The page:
Although smoking has been considered a risk factor in causing pepticulcers, no study has examined the effects of job stress on the relationship between peptic ulcers and smoking. To establish a link between gastric or duodenal ulcers over two years and a state of perceived job stress, a questionnaire, including questions on demographics, smoking, history of peptic ulcer and perceived job stress was conducted. Follow-up surveys were carried out every six months to accumulate the data for this analysis and the time span of this follow up study was two years. To examine the role of perceived job stress on the relationship between smoking and peptic ulcers, stratified analyses were performed. Some specific causes of perceived job stress such as "Too much competition," "Schedule is too tight or pressed to work too hard" had high estimated relative risks: 2.13 with 95% confidence interval (CI) of 1.09-4.16 and 2.50 with 95% CI of 0.98-6.40, respectively. Stratified analyses suggested an effect-measure modification of perceived job stress in the relationship between peptic ulcers and smoking. Multiplicative and additive models suggest positive interaction between perceived job stress and smoking. These results suggest that specific perceived job stress is an effect modifier in the relationship between the history of the peptic ulcer and smoking.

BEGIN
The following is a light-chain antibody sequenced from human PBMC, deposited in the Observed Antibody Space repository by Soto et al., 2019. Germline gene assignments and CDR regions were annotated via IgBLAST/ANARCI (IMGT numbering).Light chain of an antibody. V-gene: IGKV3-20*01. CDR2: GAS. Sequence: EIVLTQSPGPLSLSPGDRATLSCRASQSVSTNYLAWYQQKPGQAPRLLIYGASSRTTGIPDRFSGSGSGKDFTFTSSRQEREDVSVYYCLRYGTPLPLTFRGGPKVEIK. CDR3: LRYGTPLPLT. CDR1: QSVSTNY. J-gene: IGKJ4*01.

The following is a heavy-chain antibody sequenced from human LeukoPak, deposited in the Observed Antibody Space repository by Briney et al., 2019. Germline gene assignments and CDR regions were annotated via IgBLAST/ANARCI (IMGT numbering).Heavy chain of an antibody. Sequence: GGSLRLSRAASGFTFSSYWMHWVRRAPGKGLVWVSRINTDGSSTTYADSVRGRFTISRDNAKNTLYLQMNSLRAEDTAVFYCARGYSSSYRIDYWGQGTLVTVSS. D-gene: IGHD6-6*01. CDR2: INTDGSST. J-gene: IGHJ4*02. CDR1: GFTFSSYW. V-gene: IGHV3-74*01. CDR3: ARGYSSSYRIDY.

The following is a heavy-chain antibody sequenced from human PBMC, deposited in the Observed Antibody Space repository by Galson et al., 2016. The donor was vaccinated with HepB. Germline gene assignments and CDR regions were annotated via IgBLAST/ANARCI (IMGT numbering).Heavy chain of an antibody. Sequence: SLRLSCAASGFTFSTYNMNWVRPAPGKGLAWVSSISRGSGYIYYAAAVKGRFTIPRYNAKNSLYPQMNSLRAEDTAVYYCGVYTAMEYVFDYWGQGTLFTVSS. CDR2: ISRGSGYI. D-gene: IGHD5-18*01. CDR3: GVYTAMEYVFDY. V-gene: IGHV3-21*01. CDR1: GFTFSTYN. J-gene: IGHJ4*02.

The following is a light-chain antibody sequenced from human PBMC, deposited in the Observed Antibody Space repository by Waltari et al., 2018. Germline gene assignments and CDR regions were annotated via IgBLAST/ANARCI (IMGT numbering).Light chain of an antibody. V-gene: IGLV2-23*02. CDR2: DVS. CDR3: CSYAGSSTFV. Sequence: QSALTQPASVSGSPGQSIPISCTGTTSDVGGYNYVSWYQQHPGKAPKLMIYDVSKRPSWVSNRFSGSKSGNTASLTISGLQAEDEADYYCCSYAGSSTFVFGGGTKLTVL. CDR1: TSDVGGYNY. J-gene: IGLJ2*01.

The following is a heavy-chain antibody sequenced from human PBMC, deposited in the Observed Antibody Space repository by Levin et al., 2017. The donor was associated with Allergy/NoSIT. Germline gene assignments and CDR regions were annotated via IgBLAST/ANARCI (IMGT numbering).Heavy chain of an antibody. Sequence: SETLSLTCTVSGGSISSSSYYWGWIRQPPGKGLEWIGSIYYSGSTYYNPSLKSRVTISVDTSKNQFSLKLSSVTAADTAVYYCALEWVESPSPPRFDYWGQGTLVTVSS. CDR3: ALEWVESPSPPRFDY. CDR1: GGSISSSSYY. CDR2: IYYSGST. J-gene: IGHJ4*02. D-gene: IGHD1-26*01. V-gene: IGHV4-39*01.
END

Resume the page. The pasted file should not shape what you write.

|Number of pages||7|
|Journal||Journal of epidemiology / Japan Epidemiological Association|
|Publication status||Published - Nov 1999|
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